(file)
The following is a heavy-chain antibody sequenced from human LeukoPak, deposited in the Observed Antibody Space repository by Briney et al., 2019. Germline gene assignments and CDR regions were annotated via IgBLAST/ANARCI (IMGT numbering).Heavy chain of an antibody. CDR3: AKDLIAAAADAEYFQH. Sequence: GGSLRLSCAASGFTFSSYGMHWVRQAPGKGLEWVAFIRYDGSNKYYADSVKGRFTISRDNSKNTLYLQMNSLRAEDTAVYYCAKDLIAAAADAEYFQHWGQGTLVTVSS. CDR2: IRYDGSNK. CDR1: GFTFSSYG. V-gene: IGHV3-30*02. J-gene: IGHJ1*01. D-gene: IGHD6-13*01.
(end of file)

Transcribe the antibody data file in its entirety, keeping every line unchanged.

The following is a heavy-chain antibody sequenced from human LeukoPak, deposited in the Observed Antibody Space repository by Briney et al., 2019. Germline gene assignments and CDR regions were annotated via IgBLAST/ANARCI (IMGT numbering).Heavy chain of an antibody. CDR3: AKDLIAAAADAEYFQH. Sequence: GGSLRLSCAASGFTFSSYGMHWVRQAPGKGLEWVAFIRYDGSNKYYADSVKGRFTISRDNSKNTLYLQMNSLRAEDTAVYYCAKDLIAAAADAEYFQHWGQGTLVTVSS. CDR2: IRYDGSNK. CDR1: GFTFSSYG. V-gene: IGHV3-30*02. J-gene: IGHJ1*01. D-gene: IGHD6-13*01.